For the developer with extensive capabilities and financing, a MUD can create some exciting financial potential. Consider this hypothetical opportunity: A developer finds a 10-acre corner parcel on a major arterial for $2.18 million ($5 per square foot). The land is not currently zoned for self-storage; it’s zoned half for “Office” and half for “Retail.” The site has secondary frontage on a road leading to residential developments and adjacent property consisting of office condos. The current owner will not subdivide or will only do it for a premium.
To capitalize on the prospect at hand, the developer can rezone the property as a MUD to achieve several win-win outcomes. Let’s suppose he is primarily interested in self-storage. The most cost-effective location is a flag-shaped site farthest from the “hard corner” with a modest amount of frontage (perhaps 150 feet). To garner the support of neighbors and zoning staff, the developer should meet with each party individually, presenting the positive attributes of the storage development:
- An attractive leasing office and building facades near the frontage area
- Fortress-style development insulating the office-condo project and single-family neighbors
- All doors facing the interior of the project
- Low, wall-mounted lighting
- Landscape buffers
- Low traffic impact
The remaining portion of the MUD would include “C-1 Retail” uses—with any required exclusions based on negotiations. Of course, the office-condo neighbor will be thrilled there won’t be a competitor next door!
The parcels might include, for example, a 1-acre “hard corner” bank site, a 1.5-acre restaurant pad and a 3.5-acre shopping center, with the conceded benefits to the neighbors/zoning board of increased landscape buffers, cross access and parking mandates for the entire lot. There may be minor increased requisites for aesthetics, landscaping, etc. However, the developer can now build his self-storage project in a first-class location and sell (or develop) the remaining parcels.
Let’s take a look at how the economics might look if he decides to sell. Assume the following sale prices:
- $522,720 for the 1-acre bank site ($12 per square foot)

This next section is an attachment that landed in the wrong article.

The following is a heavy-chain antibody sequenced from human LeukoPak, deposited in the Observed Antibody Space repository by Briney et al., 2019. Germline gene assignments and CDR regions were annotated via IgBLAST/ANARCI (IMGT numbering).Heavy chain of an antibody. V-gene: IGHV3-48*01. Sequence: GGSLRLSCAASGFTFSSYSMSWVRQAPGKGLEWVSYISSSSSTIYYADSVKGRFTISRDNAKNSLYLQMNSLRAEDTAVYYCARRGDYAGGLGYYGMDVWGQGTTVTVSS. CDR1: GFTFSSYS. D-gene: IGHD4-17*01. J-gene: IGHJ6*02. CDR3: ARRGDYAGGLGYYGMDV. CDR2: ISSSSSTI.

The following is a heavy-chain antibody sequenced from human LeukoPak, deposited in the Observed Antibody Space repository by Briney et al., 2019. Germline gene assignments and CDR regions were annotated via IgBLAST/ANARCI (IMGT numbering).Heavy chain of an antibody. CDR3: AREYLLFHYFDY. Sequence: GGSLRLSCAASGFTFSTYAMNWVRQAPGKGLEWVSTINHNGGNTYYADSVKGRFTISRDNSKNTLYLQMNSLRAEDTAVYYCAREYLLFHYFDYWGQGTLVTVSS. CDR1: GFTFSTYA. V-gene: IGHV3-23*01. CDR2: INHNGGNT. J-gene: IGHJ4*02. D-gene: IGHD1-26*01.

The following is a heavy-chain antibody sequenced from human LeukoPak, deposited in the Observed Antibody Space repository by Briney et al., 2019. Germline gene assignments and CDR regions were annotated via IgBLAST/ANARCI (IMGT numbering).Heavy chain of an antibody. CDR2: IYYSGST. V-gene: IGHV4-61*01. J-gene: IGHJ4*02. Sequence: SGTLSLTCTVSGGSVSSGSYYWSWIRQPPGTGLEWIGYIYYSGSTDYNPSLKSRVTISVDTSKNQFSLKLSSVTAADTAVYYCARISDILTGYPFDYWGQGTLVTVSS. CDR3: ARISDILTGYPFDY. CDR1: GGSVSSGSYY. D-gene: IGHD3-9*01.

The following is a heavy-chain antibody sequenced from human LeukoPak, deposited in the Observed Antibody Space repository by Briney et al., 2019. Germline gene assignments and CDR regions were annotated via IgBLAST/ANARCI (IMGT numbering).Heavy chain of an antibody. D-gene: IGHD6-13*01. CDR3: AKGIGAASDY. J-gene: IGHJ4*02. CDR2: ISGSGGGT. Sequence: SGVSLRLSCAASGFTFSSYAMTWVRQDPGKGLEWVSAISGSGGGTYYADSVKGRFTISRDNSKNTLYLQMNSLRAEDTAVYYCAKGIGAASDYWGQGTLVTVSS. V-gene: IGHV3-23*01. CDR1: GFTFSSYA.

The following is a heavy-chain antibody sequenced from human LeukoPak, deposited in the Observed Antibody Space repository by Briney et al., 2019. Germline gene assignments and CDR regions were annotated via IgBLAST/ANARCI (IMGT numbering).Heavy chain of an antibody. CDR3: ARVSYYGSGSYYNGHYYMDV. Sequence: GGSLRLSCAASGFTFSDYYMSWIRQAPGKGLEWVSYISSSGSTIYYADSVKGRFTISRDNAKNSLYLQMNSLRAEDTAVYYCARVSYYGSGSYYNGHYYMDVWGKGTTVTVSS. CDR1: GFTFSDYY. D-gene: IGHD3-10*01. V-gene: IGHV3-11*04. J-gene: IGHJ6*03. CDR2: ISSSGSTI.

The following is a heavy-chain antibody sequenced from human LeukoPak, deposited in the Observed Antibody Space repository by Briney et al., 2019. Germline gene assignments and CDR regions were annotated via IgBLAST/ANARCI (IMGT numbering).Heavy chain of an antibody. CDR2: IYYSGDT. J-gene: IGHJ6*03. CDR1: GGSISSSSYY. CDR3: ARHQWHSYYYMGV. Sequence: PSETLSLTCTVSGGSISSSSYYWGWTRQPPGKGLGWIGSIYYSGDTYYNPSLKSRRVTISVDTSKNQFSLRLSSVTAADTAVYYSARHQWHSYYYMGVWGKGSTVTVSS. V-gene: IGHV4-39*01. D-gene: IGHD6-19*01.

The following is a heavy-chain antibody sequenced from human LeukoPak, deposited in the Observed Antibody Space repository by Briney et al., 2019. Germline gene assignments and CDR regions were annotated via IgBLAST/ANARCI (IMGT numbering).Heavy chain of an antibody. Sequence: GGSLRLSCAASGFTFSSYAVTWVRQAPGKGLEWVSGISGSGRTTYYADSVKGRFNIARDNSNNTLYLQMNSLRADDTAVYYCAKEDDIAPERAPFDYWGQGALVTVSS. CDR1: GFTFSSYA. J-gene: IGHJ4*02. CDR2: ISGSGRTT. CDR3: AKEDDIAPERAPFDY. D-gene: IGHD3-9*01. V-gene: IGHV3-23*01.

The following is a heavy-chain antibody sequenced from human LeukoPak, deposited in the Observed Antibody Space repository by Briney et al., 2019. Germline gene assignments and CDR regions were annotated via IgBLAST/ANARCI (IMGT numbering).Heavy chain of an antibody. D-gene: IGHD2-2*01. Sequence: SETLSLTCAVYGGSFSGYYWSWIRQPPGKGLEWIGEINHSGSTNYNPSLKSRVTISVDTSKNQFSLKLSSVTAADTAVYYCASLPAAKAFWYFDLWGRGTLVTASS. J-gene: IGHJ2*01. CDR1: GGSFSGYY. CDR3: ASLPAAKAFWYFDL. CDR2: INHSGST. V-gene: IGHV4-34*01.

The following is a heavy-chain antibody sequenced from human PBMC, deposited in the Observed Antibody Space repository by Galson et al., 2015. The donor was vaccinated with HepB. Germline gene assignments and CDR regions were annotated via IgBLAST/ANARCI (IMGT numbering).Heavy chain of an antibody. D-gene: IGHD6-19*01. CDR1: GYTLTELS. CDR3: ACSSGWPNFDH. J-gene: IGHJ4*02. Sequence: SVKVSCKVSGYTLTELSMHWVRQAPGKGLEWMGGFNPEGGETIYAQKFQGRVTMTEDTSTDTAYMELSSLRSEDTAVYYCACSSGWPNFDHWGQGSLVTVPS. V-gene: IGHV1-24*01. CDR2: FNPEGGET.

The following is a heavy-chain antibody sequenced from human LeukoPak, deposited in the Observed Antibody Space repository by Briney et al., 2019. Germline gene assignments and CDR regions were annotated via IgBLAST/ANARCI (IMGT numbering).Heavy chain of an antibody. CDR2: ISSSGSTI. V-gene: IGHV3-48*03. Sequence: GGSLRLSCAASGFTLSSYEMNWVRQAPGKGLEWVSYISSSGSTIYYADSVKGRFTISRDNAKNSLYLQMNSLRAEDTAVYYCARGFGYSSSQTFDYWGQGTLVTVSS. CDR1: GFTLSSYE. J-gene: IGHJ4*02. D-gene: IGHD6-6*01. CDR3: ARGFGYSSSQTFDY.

- $653,400 for the 1.5-acre restaurant pad ($10 per square foot)
- $914,760 for the 3.5-acre retail strip parcel ($6 per square foot)
Subtract those amounts from the $2.18 million cost of the original 10-acre parcel, and you’re left with an $87,120 price tag for the self-storage project. That’s not bad when you consider the fair market value of an entitled self-storage site of that size is $800,000 to $1 million.
Although the exact numbers will vary, this opportunity is available in most major markets across the country. In fact, it’s often easier to find an attractively priced 10- to 15-acre MUD in a prime location than it is to find a suitable 4-acre site properly zoned for self-storage. Now that’s how you have fun playing in the MUD!
Jeff Eckols is a veteran real estate attorney and president of San Antonio-based Maverick Investments, which handles land and property acquisition, sales and development. He has been involved in the development of 16 Noah's Ark Self Storage locations and facilitated the sale of 10 storage complexes in the last three years. For more information, call 210.477.1707.
Mike Parham is the founder and president of San Antonio-based Noah’s Ark Development, which executes market analysis, preliminary site review, site development and land contracting. Parham launched his career in self-storage more than 20 years ago as the owners of NDS Construction, where he serves as CEO. NDS is a full-service design/build construction company responsible for the completion of more 300 self-storage projects. For information, call 210.477.1220; visit www.noahsarkselfstorage.com.